Need help explaining your Internet-y job to your mom? We're here to help! We're sending out Mother's Day e-cards to clue her in on the nonsense that is the Web. Pick some terms and they'll show up friendly-like in her inbox this Sunday. Web servers, the Cloud, PHP, and a gazillion more await! There's also a version with holiday-appropriate floweriness.
posted by soma lkzx on May 10, 2012 - 1 comment

Intervals, online time, task and project management software

Intervals is an online app that I've been working on for several years. Our web design and development agency built it, and uses it, to track our time, tasks and projects. Thought I'd share it with other web-savvy types who might find Intervals useful. There is also a lot of great content in the blog as well, where we've been writing about web design and development for several years. Lots of great content there.
posted by johnjreeve on May 9, 2012 - 0 comments

Infinimapper - HTML5-based Map Editor

The famous Tiled map editor is a powerful open source application for creating tile-based maps for use in video games, but what happens when we bring that level of versatility to anything that can run a modern browser? Add in the ability to create maps as large as you can imagine, allow editors in the same space to see each others work in real time, and this open source project could help facilitate a level of collaboration previously difficult to achieve. The end goals of this include use as a classroom teaching tool to spark young imaginations and hopefully generate interest in software development through simple games. It's a work in progress, so please feel free to let me know if there's anything you'd like to see.
posted by NBJack on Jan 18, 2012 - 0 comments

The World: Now and then

An online exhibition showing how quickly and dramatically the cityscapes and landscapes of the world are changing. Features 'now and then' photographs of San Francisco, New York, Shanghai, Dubai, Newcastle... and Upsala glacier.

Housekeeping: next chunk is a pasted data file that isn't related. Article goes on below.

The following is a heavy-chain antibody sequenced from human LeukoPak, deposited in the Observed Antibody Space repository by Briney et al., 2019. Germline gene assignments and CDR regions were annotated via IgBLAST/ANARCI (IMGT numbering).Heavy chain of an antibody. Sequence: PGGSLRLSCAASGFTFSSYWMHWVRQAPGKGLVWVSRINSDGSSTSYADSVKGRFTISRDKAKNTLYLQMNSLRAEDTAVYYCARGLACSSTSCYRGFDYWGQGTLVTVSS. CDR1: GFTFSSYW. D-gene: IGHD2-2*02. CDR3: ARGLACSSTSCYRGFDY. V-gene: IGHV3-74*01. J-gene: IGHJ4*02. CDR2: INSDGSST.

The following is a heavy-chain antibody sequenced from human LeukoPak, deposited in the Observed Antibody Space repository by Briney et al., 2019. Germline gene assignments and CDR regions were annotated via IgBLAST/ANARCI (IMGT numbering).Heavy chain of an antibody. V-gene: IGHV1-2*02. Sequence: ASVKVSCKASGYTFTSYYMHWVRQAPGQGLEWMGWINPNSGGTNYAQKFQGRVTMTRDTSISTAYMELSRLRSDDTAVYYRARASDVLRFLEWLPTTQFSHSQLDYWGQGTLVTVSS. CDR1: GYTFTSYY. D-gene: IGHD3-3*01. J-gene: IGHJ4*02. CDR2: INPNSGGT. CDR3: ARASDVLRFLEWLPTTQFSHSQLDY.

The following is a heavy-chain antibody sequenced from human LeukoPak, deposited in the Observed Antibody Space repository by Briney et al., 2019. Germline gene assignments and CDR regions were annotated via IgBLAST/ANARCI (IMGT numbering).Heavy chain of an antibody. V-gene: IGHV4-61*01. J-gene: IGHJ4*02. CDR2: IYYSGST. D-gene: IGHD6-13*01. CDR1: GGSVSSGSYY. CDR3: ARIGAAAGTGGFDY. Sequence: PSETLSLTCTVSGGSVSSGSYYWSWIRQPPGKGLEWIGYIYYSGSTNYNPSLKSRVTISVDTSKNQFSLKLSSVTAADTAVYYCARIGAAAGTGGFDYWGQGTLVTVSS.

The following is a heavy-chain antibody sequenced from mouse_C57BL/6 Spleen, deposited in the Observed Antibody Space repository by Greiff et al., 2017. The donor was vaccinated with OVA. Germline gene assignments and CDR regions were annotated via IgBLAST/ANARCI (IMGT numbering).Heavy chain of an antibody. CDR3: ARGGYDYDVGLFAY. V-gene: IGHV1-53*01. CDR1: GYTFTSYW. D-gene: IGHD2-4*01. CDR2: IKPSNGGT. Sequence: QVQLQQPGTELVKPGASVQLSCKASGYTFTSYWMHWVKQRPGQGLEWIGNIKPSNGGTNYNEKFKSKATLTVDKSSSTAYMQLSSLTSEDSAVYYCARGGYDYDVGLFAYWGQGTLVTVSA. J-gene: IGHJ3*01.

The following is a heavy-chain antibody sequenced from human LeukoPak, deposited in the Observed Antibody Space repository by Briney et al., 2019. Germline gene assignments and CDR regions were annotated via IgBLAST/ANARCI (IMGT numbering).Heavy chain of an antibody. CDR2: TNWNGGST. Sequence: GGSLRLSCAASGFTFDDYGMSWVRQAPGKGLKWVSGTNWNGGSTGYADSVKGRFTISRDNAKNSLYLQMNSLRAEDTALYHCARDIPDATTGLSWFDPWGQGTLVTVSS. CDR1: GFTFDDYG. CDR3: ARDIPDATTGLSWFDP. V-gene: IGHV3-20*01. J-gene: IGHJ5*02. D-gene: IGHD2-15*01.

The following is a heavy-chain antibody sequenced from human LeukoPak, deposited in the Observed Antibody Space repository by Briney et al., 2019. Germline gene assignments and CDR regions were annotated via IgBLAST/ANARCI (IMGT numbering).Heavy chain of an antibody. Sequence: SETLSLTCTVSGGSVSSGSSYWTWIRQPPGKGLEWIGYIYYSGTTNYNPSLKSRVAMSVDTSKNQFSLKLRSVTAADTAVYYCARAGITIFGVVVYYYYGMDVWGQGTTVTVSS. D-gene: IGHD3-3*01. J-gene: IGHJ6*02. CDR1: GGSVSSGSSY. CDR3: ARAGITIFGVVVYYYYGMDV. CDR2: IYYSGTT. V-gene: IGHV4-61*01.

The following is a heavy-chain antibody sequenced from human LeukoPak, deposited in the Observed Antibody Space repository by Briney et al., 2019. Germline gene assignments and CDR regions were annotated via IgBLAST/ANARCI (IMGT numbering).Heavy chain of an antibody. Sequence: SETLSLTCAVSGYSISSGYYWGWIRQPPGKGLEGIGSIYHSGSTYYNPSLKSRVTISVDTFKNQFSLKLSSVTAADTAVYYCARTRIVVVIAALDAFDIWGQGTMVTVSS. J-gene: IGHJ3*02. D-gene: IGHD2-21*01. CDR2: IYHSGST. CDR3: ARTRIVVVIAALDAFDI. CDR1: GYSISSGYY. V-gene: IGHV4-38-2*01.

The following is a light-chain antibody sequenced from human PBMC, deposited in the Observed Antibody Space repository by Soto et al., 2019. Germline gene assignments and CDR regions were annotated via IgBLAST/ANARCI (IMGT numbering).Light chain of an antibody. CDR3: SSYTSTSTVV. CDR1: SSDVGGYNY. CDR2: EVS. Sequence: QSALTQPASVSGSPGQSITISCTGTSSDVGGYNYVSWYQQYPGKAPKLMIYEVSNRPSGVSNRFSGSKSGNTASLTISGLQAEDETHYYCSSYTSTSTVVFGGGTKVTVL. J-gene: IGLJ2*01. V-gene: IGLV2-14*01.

posted by HELLOWORLD on Feb 15, 2011 - 2 comments

New Jersey Land Change Viewer

"Changing Landscapes in the Garden State" is an ongoing collaborative report between Rowan University and Rutgers University that analyzes the urban development patterns in New Jersey since 1986. The latest version of the report was released at the end of July to include the latest data from 2007. Previous versions of the report included static maps of development patterns; this release is the first to include several interactive, animated maps that demonstrate urban growth, farmland, forest and wetlands loss, as well as increases in impervious surface. A final map shows the land that actually remains and is vulnerable to future development. There's not much left in New Jersey; approximately 1 million acres remain.
posted by johnjreiser on Aug 28, 2010 - 0 comments

Find bugs by Jinxing your multi-threaded code.

I work at a start-up founded by my thesis advisor. We have just released our first product: Jinx. Jinx makes multi-threaded code 'unlucky' so bugs occur (and can be fixed) more quickly and easily. Its free for academic and non-commercial use or you can get a 30-day trial. We'd love any and all feedback. Look below the fold for more info on multi-threaded code, debugging, and the research Jinx is based on. [more inside]
posted by lucasks on Aug 25, 2010 - 1 comment